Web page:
- Hitachino Nest Lacto Sweet Stout: From Kiuchi Brewery, Naka-gun, Japan. I think I am in luck. This stout pours a dark chestnut mocha head that resolves fairly quickly to a rim. Milk chocolate aroma. This is a dandy light beer if you like light beer. There isn't the body you might expect from a stout but that is maybe a relative matter. There is plenty of roast malt and minty hop. I can think of at least one lighter stout that that has way less to offer - and especially oddly so given how nice its sibling porter is. There is a quite a tang to this beer which at mid-mouth veers a little close to a cola note but all is saved or maybe salvaged with the finish and its creamy yeast note. Not at all as sweet as it might be, the use of lactose is very reserved. Given the thinness and a tang is maybe more than it could be, One full third of BAers say no. If someone had called this a chocolate lambic, it might pull that off...well, ok, not really well. I would like to try this again colder on a hot day. You know, that tang would suit a white beer...which is good as I picked up a large format on of those from the same brewer.
- Mother's Milk Stout: from Keegan Ales in Kingston, New York. A notch darker and another notch fuller under dark cream foam and rim. This is a smokey, coffee and chocolate stout with not a lot of lactose if the name was to indicate a milk stout...which it is. There is a different sort of tang, far less vegetative than in its Japanese neighbour - more from the roast barley burnt toastiness. The yeast has a firmer presence as well, but also creamy. A good licorice seam through the middle of the coffee and chocolate that is quite attractive. The brewer says there are some oats on there, too. All the BAers love it. Really attractive. And the brewery sponsors a hockey team. You have to like that.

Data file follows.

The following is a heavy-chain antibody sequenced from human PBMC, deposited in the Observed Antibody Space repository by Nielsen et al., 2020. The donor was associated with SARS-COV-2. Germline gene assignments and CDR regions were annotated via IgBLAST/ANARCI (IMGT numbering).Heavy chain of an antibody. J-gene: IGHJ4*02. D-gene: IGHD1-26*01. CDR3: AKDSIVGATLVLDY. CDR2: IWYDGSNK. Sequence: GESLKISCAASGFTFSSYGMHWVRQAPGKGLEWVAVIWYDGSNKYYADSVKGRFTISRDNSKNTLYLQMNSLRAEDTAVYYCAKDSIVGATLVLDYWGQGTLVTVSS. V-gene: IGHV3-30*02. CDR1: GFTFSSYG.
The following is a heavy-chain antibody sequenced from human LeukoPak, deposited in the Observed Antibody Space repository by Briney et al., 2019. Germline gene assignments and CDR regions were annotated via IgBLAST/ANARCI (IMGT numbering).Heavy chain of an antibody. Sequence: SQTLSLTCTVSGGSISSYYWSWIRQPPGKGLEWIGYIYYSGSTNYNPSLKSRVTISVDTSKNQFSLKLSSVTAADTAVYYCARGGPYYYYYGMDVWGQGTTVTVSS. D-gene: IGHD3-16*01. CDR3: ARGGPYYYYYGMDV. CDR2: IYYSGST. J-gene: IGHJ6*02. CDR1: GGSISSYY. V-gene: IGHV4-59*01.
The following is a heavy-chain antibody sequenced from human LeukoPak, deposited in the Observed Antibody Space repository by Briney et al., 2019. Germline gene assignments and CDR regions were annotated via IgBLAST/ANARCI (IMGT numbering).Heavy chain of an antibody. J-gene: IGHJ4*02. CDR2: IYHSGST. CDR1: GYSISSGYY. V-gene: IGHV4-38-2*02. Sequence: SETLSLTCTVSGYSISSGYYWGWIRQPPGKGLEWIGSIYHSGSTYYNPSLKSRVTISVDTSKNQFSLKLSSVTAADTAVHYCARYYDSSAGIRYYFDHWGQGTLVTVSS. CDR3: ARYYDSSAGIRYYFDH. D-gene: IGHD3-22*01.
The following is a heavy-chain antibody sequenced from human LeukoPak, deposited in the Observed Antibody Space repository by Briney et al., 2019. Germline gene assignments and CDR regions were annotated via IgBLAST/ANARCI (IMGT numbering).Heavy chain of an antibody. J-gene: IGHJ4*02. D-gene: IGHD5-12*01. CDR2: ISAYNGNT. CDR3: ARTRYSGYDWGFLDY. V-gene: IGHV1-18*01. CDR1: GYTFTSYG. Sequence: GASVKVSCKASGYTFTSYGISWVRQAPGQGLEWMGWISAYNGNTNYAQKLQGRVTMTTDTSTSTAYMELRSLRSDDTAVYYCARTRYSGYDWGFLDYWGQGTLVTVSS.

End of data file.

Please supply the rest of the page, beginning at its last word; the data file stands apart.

- O'hara's Celtic Stout: from the Carlow Brewing Company, Carlow, Ireland. Nothing brings out the sweet roundness of a milk stout than trying an dry Irish stout next to it. Darkest mahogany under rich mocha lacing foam. Unlike many roasty stouts and certainly Guinness, though, I am not thinking this has minty Nothern Brewer hops as there is pretty much only twig and even a note of German steel to off-set the roast. Effect: brushfire aftermath. In the nose when you raise the glass, there is also an aroma I do not associate with stout but I can't put my finger on it - there is smoke and cream but also an licorice oiliness that might be more expected in a Baltic porter. Also a sweet grassiness that reminds me of Polish bison grass vodka which I only know about because I once worked in Poland and had no TV. In the swish in the mouth, there is also a lightness...water. I suppose this is to be expected at 4.3%. Desiccating finish. Yet only two out of a hundred BAers do not like this beer. If I had placed it next to other dry stouts I might even be with them. Placed next to a plate of sweet plump raw oysters I might be thinking that the 2% are nuts. Steam some Digby scallops over this stuff with a little dulse and you might be in heaven.
Stouts: Three Stouts From Three Continents
Posted by Alan McLeod on Thursday, September 21, 2006 in New York, Stouts, Styles, Beer Reviews - 1 comment